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Summary of Programme

Trees, woods and forests provide multiple benefits to society and many of these are recognised in the forestry and woodland strategies spanning the next 25-50 years. In particular, there are benefits to the environment through climate change mitigation and adaptation, air quality improvement, protecting water quality and soil health, flood mitigation and addressing the biodiversity crisis. Whilst there is much research to examine goods and benefits associated with single ecosystem services, challenges remain for assessing multiple benefits at the level of detail (including temporal and spatial scales) to enable informed decision-making.

The aim of this programme is to increase understanding of the multiple ecosystem service benefits that different types of trees, woods and forests can provide and how choices influence synergies and trade-offs at a range of spatial scales.  The programme will be delivered through the generation of new data and evidence through social and physical sciences, molecular analyses and the development of methods, models and tools to express how choices, interactions and trade-offs affect the benefits from trees, woods and forests spatially and over time.

Work Areas

WA1:  Valuing and promoting the benefits from trees, woods and forests

Generating knowledge, data and analysis to evidence, understand and value the ecosystem services from trees, woods and forests. The work will provide an assessment of benefits and how these can be expressed and promoted to achieve multiple benefits.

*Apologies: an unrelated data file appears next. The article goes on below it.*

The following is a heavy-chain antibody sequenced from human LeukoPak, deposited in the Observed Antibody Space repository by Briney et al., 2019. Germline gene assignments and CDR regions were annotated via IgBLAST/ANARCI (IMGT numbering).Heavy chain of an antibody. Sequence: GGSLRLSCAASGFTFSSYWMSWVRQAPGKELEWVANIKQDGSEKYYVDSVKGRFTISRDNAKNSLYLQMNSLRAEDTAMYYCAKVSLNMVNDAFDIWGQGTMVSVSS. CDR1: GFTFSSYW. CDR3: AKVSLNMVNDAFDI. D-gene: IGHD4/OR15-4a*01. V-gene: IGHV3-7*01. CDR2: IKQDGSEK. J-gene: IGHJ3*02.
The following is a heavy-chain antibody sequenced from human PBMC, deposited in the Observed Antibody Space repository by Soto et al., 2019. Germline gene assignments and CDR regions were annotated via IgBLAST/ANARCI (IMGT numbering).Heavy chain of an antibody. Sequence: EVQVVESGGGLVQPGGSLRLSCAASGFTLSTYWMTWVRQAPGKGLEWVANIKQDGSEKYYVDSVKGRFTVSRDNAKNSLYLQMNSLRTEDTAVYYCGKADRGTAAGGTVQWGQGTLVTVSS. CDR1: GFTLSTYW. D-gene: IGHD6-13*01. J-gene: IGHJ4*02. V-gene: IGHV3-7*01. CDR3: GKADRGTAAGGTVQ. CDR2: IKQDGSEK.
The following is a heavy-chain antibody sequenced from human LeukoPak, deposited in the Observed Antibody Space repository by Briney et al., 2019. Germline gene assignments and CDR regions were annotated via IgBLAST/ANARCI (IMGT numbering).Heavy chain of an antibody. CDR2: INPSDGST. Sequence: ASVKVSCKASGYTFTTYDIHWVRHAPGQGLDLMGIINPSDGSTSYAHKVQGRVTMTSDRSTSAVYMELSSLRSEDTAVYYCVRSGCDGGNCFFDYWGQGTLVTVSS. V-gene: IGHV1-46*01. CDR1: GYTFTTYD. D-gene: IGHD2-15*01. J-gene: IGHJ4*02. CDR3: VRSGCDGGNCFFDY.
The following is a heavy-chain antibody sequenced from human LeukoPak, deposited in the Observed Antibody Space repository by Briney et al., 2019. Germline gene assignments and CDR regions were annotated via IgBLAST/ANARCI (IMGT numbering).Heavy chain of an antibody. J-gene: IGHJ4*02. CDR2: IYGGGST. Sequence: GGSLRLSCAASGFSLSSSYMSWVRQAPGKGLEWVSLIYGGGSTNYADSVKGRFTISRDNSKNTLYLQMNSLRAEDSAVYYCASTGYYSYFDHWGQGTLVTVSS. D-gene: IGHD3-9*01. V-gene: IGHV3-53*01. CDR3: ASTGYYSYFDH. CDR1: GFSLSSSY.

WA2:  Methods and tools to assess multiple benefits and trade-offs from trees, woods and forests

Developing methods and tools to assess multiple ecosystem service benefits from trees, woods and forests, and their synergies and trade-offs. This on-going research will support the Woodland Creation and Expansion programme’s work on identifying optimal areas for woodland creation and Societal benefits programme on valuing Tree/forest-based solutions for improved health and well-being.

WA3:  Management choices to achieve multiple benefits from trees, woods and forests over time and space

Developing and utilising methods and tools to demonstrate and promote how management choices affect the delivery of multiple benefits from trees, woods and forests over time and space.

Key Topics

Ecosystem services; Spatial analysis; Indicators; Scenarios

Contributing Science Groups

  • Physical Environment Research Group
  • Species, Genes & Habitat Research Group
  • Land Use and Ecosystem Services
  • Social & Economic Research Group
  • Urban Forest Research Group

Programme Manager

Darren Moseley

Work Area Co-Leads – Nadia Barsoum, Gregory Valatin, Phil Handley, Darren Moseley